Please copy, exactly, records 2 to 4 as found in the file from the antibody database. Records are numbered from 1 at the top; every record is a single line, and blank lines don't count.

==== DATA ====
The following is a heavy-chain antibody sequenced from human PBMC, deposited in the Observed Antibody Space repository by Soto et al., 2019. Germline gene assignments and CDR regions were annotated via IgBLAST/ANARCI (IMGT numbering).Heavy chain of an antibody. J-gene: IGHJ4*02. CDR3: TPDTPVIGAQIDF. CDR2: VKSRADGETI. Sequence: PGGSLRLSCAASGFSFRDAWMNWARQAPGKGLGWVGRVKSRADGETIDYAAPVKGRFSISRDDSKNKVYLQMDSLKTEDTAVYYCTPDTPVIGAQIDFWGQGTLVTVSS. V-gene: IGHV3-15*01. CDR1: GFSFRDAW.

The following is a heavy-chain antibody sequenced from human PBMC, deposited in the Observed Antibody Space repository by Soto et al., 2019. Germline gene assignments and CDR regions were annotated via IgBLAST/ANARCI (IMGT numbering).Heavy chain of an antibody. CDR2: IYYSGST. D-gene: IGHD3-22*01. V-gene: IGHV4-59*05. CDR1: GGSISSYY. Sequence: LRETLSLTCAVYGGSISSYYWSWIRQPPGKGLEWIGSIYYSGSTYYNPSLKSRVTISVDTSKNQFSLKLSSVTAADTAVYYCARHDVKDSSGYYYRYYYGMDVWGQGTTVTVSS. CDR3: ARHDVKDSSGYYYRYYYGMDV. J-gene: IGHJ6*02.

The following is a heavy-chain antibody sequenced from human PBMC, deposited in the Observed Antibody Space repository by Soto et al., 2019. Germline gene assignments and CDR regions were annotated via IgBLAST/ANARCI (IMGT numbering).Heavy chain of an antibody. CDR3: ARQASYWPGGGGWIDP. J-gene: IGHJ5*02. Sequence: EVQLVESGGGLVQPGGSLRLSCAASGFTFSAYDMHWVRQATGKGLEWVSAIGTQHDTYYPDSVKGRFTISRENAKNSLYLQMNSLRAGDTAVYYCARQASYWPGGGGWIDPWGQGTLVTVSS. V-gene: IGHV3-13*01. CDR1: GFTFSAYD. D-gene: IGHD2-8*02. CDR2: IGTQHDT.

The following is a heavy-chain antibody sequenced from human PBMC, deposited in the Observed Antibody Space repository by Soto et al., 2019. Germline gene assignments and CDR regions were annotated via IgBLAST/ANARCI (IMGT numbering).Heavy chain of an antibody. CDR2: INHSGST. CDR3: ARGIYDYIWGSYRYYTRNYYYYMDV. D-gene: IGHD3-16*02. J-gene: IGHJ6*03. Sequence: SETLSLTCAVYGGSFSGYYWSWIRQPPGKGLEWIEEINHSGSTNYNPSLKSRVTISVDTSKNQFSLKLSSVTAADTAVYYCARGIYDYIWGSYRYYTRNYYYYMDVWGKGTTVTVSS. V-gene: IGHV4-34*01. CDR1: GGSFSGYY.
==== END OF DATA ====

The following is a heavy-chain antibody sequenced from human PBMC, deposited in the Observed Antibody Space repository by Soto et al., 2019. Germline gene assignments and CDR regions were annotated via IgBLAST/ANARCI (IMGT numbering).Heavy chain of an antibody. CDR2: IYYSGST. D-gene: IGHD3-22*01. V-gene: IGHV4-59*05. CDR1: GGSISSYY. Sequence: LRETLSLTCAVYGGSISSYYWSWIRQPPGKGLEWIGSIYYSGSTYYNPSLKSRVTISVDTSKNQFSLKLSSVTAADTAVYYCARHDVKDSSGYYYRYYYGMDVWGQGTTVTVSS. CDR3: ARHDVKDSSGYYYRYYYGMDV. J-gene: IGHJ6*02.

The following is a heavy-chain antibody sequenced from human PBMC, deposited in the Observed Antibody Space repository by Soto et al., 2019. Germline gene assignments and CDR regions were annotated via IgBLAST/ANARCI (IMGT numbering).Heavy chain of an antibody. CDR3: ARQASYWPGGGGWIDP. J-gene: IGHJ5*02. Sequence: EVQLVESGGGLVQPGGSLRLSCAASGFTFSAYDMHWVRQATGKGLEWVSAIGTQHDTYYPDSVKGRFTISRENAKNSLYLQMNSLRAGDTAVYYCARQASYWPGGGGWIDPWGQGTLVTVSS. V-gene: IGHV3-13*01. CDR1: GFTFSAYD. D-gene: IGHD2-8*02. CDR2: IGTQHDT.

The following is a heavy-chain antibody sequenced from human PBMC, deposited in the Observed Antibody Space repository by Soto et al., 2019. Germline gene assignments and CDR regions were annotated via IgBLAST/ANARCI (IMGT numbering).Heavy chain of an antibody. CDR2: INHSGST. CDR3: ARGIYDYIWGSYRYYTRNYYYYMDV. D-gene: IGHD3-16*02. J-gene: IGHJ6*03. Sequence: SETLSLTCAVYGGSFSGYYWSWIRQPPGKGLEWIEEINHSGSTNYNPSLKSRVTISVDTSKNQFSLKLSSVTAADTAVYYCARGIYDYIWGSYRYYTRNYYYYMDVWGKGTTVTVSS. V-gene: IGHV4-34*01. CDR1: GGSFSGYY.